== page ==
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Article

Heather N. Schuyler, Brieanne R. Seguin, Nicole Anne Wilkins, and J. Jordan Hamson-Utley

The practice of athletic training involves both physical and psychological strategies when leading patients through the injury recovery process. Research on the psychology of injury offers theoretical foundations that guide the application of strategies to assist the patient with stressors that emerge during rehabilitation. This article applies theory to athletic training practice during injury recovery by examining the stressors that patients experience across the phases of rehabilitation. Addressing both physical and psychological aspects of injury recovery is expected by patients and provides a holistic care model for healthcare practitioners.

Article

Martin Turner and Marc Jones

Sport and stress are intertwined. Muhammad Ali once said, “I always felt pressure before a big fight, because what was happening was real.” As this quote attests, sport is real, unscripted, with the potential for psychological, and often physical, harm. The response to stress, commonly described as “flight or fight,” is an evolutionary adaptation to dangerous situations. It guides behavior and readies a person to respond, to fight, or flee. However, the stress response is not evoked solely in situations of mortal danger; it occurs in response to any situation with the potential for physical or psychological harm, such as sport. For example, the possibility of missing out on a life-changing gold-medal win in an Olympic Games, or losing an important competition that you were expected to win. Stress in sport is often illustrated by the archetypal image of an athlete choking; snatching defeat from the jaws of victory. But stress can also help athletes perform well. Stress also plays a role in behavior away from the competition arena, influencing interactions with significant others, motivation and performance in training, and how athletes experience and manage injury and retirement from sport. In sport stress, the psychophysiological responses to stress are not just abstract theoretical concepts removed from the real world; they reflect the thoughts, feelings, and experiences of athletes. It is important to understand the arousal response to stress in sport. Both theory and research suggest a connection between arousal and athletic performance. Recent approaches propose ideas about how the nature of arousal may differ depending on whether the athlete feels positively (as a challenge) or negatively (as a threat) about the stressor. The approach to seeing stress as a challenge supports a series of strategies that can be used to help control arousal in sport.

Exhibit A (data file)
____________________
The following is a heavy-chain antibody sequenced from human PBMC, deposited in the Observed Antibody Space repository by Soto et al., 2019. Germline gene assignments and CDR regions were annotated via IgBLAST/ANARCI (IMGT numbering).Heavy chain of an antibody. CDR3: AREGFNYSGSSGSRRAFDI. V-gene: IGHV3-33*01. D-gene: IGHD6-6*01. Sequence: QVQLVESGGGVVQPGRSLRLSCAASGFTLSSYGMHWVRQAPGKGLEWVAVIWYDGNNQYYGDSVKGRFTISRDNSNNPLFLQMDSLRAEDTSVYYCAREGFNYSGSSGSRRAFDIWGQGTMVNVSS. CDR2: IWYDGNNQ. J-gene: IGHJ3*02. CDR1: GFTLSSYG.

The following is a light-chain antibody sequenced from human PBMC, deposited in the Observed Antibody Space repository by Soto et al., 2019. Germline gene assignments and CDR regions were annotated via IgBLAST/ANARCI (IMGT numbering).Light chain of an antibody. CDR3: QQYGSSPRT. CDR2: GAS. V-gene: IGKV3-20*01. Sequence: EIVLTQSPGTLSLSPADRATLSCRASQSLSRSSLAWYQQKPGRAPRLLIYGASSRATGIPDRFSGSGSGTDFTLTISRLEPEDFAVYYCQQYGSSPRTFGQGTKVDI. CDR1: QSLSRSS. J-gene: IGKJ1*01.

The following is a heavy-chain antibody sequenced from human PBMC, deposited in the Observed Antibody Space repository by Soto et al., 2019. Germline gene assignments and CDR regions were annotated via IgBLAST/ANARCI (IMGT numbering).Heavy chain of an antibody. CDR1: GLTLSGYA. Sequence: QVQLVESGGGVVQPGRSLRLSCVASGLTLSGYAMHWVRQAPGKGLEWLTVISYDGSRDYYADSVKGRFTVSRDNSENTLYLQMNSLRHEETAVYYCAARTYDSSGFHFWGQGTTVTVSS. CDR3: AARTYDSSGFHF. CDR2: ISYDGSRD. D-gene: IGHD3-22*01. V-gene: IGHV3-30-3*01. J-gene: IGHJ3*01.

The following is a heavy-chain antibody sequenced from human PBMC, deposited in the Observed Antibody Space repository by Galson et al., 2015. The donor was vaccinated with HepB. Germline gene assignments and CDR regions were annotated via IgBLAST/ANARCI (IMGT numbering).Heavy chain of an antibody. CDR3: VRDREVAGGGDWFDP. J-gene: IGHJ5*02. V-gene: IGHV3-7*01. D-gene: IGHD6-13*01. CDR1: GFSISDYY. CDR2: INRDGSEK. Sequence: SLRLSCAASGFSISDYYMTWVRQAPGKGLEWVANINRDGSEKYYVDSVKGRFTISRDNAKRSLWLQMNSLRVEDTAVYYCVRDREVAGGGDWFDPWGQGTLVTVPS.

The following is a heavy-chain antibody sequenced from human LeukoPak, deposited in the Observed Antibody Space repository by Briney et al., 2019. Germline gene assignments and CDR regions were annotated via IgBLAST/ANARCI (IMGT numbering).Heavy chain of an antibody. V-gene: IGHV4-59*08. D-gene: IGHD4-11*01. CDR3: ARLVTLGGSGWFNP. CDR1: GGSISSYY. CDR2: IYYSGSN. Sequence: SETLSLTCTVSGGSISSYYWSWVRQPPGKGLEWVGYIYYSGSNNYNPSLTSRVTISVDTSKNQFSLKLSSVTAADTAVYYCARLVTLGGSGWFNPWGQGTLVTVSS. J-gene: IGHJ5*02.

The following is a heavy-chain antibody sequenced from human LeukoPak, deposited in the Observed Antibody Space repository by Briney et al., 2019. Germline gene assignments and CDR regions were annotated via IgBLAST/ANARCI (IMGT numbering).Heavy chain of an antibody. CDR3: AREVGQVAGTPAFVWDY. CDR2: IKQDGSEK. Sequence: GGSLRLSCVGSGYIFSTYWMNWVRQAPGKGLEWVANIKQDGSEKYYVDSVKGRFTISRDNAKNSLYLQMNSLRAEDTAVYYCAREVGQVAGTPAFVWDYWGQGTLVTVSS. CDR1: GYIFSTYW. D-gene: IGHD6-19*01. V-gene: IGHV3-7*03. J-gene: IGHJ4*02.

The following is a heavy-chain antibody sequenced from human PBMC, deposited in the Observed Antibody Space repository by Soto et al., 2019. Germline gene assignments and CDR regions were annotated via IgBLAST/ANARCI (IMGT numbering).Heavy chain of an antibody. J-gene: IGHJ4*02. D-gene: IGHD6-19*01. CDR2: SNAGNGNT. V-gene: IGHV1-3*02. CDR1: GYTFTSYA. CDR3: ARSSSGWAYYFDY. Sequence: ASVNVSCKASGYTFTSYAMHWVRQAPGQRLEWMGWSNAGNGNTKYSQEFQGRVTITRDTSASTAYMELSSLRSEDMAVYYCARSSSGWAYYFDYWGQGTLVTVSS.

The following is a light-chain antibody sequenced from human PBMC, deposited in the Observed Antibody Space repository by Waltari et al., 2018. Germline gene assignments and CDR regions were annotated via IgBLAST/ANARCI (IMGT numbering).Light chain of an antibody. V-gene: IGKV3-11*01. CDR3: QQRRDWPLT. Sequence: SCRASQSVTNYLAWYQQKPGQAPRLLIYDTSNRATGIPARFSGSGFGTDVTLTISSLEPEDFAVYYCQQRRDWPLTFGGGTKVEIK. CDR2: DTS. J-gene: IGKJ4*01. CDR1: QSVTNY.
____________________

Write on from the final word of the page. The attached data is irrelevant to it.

Article

Markus Wagner and Davide Morisi

Research has shown emotions affect decision-making in ways that do not simply undermine rationality. Instead, in recent decades researchers have recognized that emotions also motivate and focus individuals and moderate how they make decisions. Initial research into emotions divided these simply into positive and negative, but this perspective has largely been displaced in political psychology by an emphasis on the impact of distinct emotions; among these, anxiety has received the most scholarly attention, rivaled only by anger. The causes of anxiety, also termed fear and unease, are diverse, but research highlights certain attributes of situational evaluation such as low self-control, low certainty, and low external agency. Once present, anxiety has important consequences for decision-making. First, anxiety increases how much information individuals seek out, a pattern of behavior meant to reduce uncertainty. Second, anxiety decreases heuristic processing and weakens the reliance of underlying convictions in determining decisions. Instead, anxious individuals are more likely to think systematically about choices they face. Importantly, anxiety can affect choices and decisions even if they are not directly related to what caused anxiety to emerge, that is, if anxiety is incidental rather than integral. In addition to influencing how people make decisions, anxiety may also directly influence the decisions individuals make. Thus, anxiety increases risk aversion, leading individuals to choose safer paths of action. Anxiety also makes individuals less likely to take action at all, with the most common response being withdrawal and passivity. Applied to political decision-making, anxiety may have the important consequence of decreasing political participation. Research into the role of anxiety in decision-making is fast moving and vibrant, but to become fully established it needs to ensure rigor in measurement and research design; this will require considerable methodological research. Substantively, future research should focus on the effects of elite messages on anxiety as well as on how anxiety influences citizen attitudes and evaluations.